|X-ray Timing and Spectral Studies of High-Energy Astrophysical Transients
DJ Pasham (MIT)
Several new extra-galactic transient phenomena have been discovered in the last couple of decades. These include, for example, the flares resulting from tidal disruption of stars by super-massive black holes, superluminous supernovae, and ultraluminous X-ray sources. These powerful events provide a unique means to address some of the biggest puzzles in high-energy astrophysics, i.e., ”what is the nature of black holes and how do they dictate galaxy evolution”. Currently, a majority of these transients are discovered via optical sky surveys and a systematic follow-up in the X-rays is a largely unexplored industry. In this talk, I will demonstrate the importance of X-ray follow-up by describing a few of our recent results based on data from existing X-ray telescopes, and simulations based on expected performance of future X-ray missions like XRISM and Athena. I will argue that X-ray timing, spectroscopy and time-resolved spectroscopy of several of these transients could allow us to pin down how super-massive black holes grew since the Big Bang, and how they launch jets and outflows that can alter their host galaxies. I will also describe our attempts with NICER, Swift and TESS telescopes to identify newly formed compact objects in superluminous supernovae. I will end the talk by discussing a few of the NICER related instrumentation projects that I carried out along with the MIT detector team.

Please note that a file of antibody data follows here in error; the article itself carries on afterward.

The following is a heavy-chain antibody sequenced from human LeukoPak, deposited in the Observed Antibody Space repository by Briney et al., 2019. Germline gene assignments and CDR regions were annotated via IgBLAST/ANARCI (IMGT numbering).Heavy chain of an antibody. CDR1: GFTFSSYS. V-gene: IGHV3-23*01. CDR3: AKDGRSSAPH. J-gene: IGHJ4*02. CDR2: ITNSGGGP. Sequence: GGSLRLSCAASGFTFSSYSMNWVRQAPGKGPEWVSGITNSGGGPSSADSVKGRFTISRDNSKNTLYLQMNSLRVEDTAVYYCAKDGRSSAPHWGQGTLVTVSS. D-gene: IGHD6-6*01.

|Date||September 09, 2019|
|Start/End Time||04:00 PM - 05:00 PM|
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